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Discussion Starter #1
Any you handloaders out there for the 30-30 load ever check seating depth when doing test firings for your tightest groups. Have searched every where on here and find no posts about this. Cannot believe no one has brought up this subject and am just about ready to handload for this round and wondering how you guys find distance to lands...for a bolt many ways to do but for a lever want to know how some of you do this. For my bolt guns, I just take a fired case from my gun and insert a bullet and bite down on it ever so lite...and carefully insert in the chamber with the case inserted by the bolt closing and ever so carefully pull the bolt back and take the case out of the bolt and..if all goes real slow and careful, you will see that the bullet has been pushed back into the case and you can take your readings as to how long round is now...do this several times to get a good reading. Also, measure your case before you insert into chamber and you will see when taking case out how far it has been pushed back in by the bullet as it is touched by the lands. Now, with the Marlin lever, can the lever be taken out and the ejector be removed so as bolt can be inserted with the case and bullet to get this reading. Have just bought a 30-30 and know that seating depth has to have an effect on accuracy, just as a bolt gun.
 

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Right. I'll be interested to see the responses here. I know what you are talking about with regards to bolt guns as I am just getting into ogive to cartridge base measurements and experimenting with VLD that are jumping into the lands a bit.

Everything I have learned stresses that magazine fed rounds (bolt, semi, lever) need to be loaded within spec. So are you after a single feed round here or are you wanting to experiment with OAL while feeding from the tube?
 

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Mar Nut... for the lightweight plinkers without a cannelure I did the same measurement on the 336 as you describe for the bolt gun... only had the bullet stick once in the lands and backed off the "crimp" just a bit and the bullet came out with the case. cycled the action slowly with the lever and it worked just fine... I seat the bullet a hair short of where the bullet contacted the lands and am good to go. for bullets with cannelure, I seat to the cannelure and call it good.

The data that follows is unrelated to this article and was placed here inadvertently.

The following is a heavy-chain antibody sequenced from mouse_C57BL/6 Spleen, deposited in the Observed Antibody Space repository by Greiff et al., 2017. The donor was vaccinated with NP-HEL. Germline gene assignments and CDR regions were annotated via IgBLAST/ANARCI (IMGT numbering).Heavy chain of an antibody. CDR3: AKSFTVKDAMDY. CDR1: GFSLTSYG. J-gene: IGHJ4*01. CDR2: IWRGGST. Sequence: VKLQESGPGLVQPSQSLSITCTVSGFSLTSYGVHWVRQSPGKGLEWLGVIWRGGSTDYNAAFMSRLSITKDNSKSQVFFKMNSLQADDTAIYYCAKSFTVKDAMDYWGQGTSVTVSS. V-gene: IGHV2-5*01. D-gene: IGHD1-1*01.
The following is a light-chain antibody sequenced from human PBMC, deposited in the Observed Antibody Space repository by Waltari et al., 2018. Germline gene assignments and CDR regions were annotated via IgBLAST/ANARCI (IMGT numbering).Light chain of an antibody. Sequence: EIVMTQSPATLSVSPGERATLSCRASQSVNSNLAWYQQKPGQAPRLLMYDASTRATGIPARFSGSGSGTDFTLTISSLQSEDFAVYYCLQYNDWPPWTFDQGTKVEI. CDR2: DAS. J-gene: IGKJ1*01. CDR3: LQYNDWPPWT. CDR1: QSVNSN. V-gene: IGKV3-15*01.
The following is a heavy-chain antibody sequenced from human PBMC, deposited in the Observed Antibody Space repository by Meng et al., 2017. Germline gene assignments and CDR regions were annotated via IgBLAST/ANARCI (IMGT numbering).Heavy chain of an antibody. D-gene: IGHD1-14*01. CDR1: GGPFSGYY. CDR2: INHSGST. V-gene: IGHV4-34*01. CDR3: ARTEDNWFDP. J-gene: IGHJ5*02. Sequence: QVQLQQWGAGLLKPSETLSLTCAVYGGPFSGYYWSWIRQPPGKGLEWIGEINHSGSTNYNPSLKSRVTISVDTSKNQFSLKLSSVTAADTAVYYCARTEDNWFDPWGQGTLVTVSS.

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I don't see why you couldn't take the extractor off to do it... Thing to consider is COL and if it will be too long to work/cycle in the action/tube? Youll have to make a couple dummies and see what happens!? :hmmmm:
Other members will be along soon to give advice on this topic...

Good luck
BloodGroove4570
 

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Discussion Starter #5
Forgot to mention that..about the length of the rounds being too long for all to fit in the tube...kinda like a bolt with the magazine fed...must also fit the magazine also. Still, there has to be a set OAL for each gun..all are different...for the tightest groups. Papa vid, the cannelure on the Hornady LEV bullets the ammo already factory loaded even has different seating depths...at least the 2 boxes I have purchased have different depths. Now loading like 150 and 170 bullets without the cannelure there is no way of knowing where the correct depth would be without firing for the tightest groups or loading rounds for a maximum length to fit all in mag. tube...back to the same thing with a bolt gun fed by a mag...sometimes you can only load so long if will not fit mag. or you only single feed rounds into chamber. May be a mute point, but I find it hard to believe that loading every round to a certain depth for your gun would not have an effect on accuracy...and once you find it for that bullet and what your gun is telling you it likes...that is when things will come together. Haven't received my gun yet...hopefully tomorrow and will be doing some reloading for it when I can....but you can bet the farm on it that there is a seating depth that it likes for any or most different bullets you feed it.
 

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I played around with moving the bullet out some but the gains were not enough to make it worth the trouble of single feeding them and then trying to extract a live round. If I want to do that I use a bolt gun with a long enough action.